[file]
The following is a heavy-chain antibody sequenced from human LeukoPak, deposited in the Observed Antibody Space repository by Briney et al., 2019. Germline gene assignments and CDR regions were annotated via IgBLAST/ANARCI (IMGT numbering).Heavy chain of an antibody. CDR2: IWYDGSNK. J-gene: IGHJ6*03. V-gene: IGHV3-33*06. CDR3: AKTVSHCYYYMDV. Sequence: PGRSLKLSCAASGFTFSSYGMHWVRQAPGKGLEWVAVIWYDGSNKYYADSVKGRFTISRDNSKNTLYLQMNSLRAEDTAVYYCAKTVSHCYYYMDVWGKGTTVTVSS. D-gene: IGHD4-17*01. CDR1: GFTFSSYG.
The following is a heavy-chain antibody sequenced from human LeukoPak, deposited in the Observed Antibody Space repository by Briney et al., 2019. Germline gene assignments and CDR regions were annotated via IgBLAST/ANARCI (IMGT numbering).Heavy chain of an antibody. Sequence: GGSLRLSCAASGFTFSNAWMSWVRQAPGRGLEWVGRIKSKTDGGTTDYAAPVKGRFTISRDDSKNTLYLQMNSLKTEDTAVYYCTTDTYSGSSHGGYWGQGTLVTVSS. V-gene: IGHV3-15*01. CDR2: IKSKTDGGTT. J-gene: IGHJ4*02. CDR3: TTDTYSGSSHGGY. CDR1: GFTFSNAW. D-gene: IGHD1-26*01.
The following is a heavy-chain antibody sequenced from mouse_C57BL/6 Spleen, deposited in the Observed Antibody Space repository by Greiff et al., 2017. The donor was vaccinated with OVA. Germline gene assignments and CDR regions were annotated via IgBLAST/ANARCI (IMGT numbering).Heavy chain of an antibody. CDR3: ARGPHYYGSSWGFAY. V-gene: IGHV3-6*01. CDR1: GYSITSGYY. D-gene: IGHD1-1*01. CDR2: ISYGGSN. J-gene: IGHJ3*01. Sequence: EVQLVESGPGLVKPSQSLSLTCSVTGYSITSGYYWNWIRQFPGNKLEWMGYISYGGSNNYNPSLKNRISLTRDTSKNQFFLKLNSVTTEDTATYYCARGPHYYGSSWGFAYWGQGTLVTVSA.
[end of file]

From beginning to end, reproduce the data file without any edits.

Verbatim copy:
The following is a heavy-chain antibody sequenced from human LeukoPak, deposited in the Observed Antibody Space repository by Briney et al., 2019. Germline gene assignments and CDR regions were annotated via IgBLAST/ANARCI (IMGT numbering).Heavy chain of an antibody. CDR2: IWYDGSNK. J-gene: IGHJ6*03. V-gene: IGHV3-33*06. CDR3: AKTVSHCYYYMDV. Sequence: PGRSLKLSCAASGFTFSSYGMHWVRQAPGKGLEWVAVIWYDGSNKYYADSVKGRFTISRDNSKNTLYLQMNSLRAEDTAVYYCAKTVSHCYYYMDVWGKGTTVTVSS. D-gene: IGHD4-17*01. CDR1: GFTFSSYG.
The following is a heavy-chain antibody sequenced from human LeukoPak, deposited in the Observed Antibody Space repository by Briney et al., 2019. Germline gene assignments and CDR regions were annotated via IgBLAST/ANARCI (IMGT numbering).Heavy chain of an antibody. Sequence: GGSLRLSCAASGFTFSNAWMSWVRQAPGRGLEWVGRIKSKTDGGTTDYAAPVKGRFTISRDDSKNTLYLQMNSLKTEDTAVYYCTTDTYSGSSHGGYWGQGTLVTVSS. V-gene: IGHV3-15*01. CDR2: IKSKTDGGTT. J-gene: IGHJ4*02. CDR3: TTDTYSGSSHGGY. CDR1: GFTFSNAW. D-gene: IGHD1-26*01.
The following is a heavy-chain antibody sequenced from mouse_C57BL/6 Spleen, deposited in the Observed Antibody Space repository by Greiff et al., 2017. The donor was vaccinated with OVA. Germline gene assignments and CDR regions were annotated via IgBLAST/ANARCI (IMGT numbering).Heavy chain of an antibody. CDR3: ARGPHYYGSSWGFAY. V-gene: IGHV3-6*01. CDR1: GYSITSGYY. D-gene: IGHD1-1*01. CDR2: ISYGGSN. J-gene: IGHJ3*01. Sequence: EVQLVESGPGLVKPSQSLSLTCSVTGYSITSGYYWNWIRQFPGNKLEWMGYISYGGSNNYNPSLKNRISLTRDTSKNQFFLKLNSVTTEDTATYYCARGPHYYGSSWGFAYWGQGTLVTVSA.